Even as the wider market retreated, shares of iRobot (NASDAQ: IRBT ) opened up more than 10% on Tuesday. Why the optimism? Let's take a look.
New executive, better numbers
First, iRobot announced the appointment of Alison Dean as its new CFO. For her part, Dean left 3Com to join iRobot in 2005, just before its IPO, to help prepare the company for the public market.
According to the press release, Dean is replacing John Leahy, "who is stepping down after four years to join a late-stage private company." If one thing's for sure, it's that Leahy's departure doesn't appear to be a sign of greater troubles to come. At the end of iRobot's press release, the company also raised its earnings guidance "based on strong quarterly results to date in both [its] Home Robot and Defense & Security business units."
When all is said and done in the first quarter of 2013, then, iRobot now expects revenue between $102 million and $104 million, earnings per share of $0.16 to $0.20, and adjusted EBITDA of $10 million to $12 million.
So how can iRobot be so sure it'll outperform after missing expectations for the past two quarters? Apparently, the company has not only seen "strong sell through both domestically and overseas," driving sales of its home robots, but it also boasts a strong first-quarter backlog for its recently right-sized D&S business.
Of course, weary long-term investors must be happy iRobot is finally throwing them a bone, especially when we consider that the robot-maker's subpar third- and fourth-quarter 2012 earnings resulted in single-day drops of 19% and 12%, respectively.
Now are you convinced?
That said, this is exactly why I've been pounding the bulls' table to buy shares of iRobot over the past few months.
In fact, last month I noted that iRobot's fourth-quarter loss was significantly better than both management and analysts expected, largely on the heels of lower expenses related to its recent acquisition of competitor Evolution Robotics and costs associated with restructuring the D&S segment. As a result, with the stock trading just above $20 per share at the time, I asserted that "iRobot's losses won't last forever, and today's drop is the perfect chance for opportunistic investors to buy."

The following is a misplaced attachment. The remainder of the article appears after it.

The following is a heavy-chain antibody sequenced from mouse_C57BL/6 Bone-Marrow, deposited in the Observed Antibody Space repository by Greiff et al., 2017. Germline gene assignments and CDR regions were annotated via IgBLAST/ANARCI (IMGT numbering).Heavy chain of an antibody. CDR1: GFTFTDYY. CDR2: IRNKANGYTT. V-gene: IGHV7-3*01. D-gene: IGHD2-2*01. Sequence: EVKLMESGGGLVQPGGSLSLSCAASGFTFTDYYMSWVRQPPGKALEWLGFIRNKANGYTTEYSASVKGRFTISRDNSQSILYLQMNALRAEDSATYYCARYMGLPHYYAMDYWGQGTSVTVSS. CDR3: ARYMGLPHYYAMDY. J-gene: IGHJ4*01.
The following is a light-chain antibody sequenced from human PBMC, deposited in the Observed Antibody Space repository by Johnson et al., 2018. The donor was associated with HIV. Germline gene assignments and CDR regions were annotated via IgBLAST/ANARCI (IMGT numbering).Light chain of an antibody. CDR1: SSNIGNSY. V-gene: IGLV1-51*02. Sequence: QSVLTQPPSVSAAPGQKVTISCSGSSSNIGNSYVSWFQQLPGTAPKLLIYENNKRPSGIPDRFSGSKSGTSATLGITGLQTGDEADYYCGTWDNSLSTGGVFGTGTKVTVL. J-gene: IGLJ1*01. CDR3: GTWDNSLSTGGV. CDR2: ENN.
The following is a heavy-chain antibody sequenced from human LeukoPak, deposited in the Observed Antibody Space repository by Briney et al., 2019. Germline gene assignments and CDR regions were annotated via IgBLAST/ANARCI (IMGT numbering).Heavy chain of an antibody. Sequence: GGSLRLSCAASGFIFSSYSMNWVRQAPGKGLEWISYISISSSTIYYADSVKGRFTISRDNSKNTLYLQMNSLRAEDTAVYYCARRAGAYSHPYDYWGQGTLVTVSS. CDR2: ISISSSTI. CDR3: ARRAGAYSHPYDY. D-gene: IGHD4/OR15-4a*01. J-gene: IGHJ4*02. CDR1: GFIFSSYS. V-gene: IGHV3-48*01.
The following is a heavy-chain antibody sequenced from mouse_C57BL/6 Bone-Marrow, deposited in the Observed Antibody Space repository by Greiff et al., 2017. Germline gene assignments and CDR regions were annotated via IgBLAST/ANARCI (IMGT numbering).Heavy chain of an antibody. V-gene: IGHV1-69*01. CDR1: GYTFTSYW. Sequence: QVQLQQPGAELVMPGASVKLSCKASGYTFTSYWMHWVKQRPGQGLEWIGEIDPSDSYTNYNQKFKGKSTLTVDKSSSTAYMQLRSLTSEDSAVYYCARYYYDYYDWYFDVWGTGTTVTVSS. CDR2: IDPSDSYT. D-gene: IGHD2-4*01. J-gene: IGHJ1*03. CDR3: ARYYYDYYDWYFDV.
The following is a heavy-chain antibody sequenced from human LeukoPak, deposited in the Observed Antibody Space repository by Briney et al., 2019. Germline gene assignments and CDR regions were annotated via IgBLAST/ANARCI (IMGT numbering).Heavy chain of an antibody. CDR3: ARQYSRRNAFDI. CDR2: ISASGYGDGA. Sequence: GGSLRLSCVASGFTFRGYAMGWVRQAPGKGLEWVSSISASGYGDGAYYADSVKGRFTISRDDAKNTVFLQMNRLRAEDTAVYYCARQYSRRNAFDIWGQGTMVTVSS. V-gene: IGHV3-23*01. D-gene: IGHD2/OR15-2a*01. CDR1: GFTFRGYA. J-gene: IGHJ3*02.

Then just two weeks ago, I wasted no time voicing my approval for iRobot's announcement of a new $25 million share-repurchase program. I saw the buybacks both as an "encouraging sign that all is truly well" with the company and as a significant vote of confidence from management.
With this in mind, it should come as no surprise that the consumer division is doing well; after all, management already told us last quarter that they expected consumer robot sales to grow another 20% in 2013, representing around 90% of total sales for the year.
What does come as a pleasant surprise, however, is the strong backlog in the D&S business -- the struggles of which are a primary reason shares of iRobot still trade 35% below their early 2012 highs. As an aside, I'm guessing iRobot's new and improved guidance is no coincidence, considering the company was recently awarded a $14.4 million contract to supply its awesome FirstLook "throwable" robots to the U.S. military.
What's more, investors should be thankful for unpredictable defense budgets, which in the end had a net positive effect on iRobot. Because of its past struggles and thanks largely to its efforts to diversify the business further into the global consumer market, iRobot stands nicely positioned to succeed with or without the support of its market-leading military bots. Now that expectations have been adjusted, any government business iRobot is able to secure seems like icing on the cake.
Going even further, part of iRobot's diversification efforts also involved expanding into the health-care segment with its recently announced RP-VITA medical telepresence robot, which was jointly developed with health-care specialist InTouch Health and based on iRobot's ground-breaking Ava platform. As I wrote in January, RP-VITA is poised to benefit from its recent FDA approval, reasonable cost structure, and positive changes in legislation, which will boost federal support for telemedicine services. If the RP-VITA platform can succeed in the challenging medical arena, then it could effectively open the floodgates for iRobot to expand its reach into countless other related markets.
Foolish final thoughts
I've said it before, and I'll say it again: Given iRobot's massive market potential, this is one innovative company whose stock I intend to hold for decades.
In the end, its recent tagline sums things up nicely by asking, "iRobot, do you?"
Are stories of this demise greatly exaggerated?
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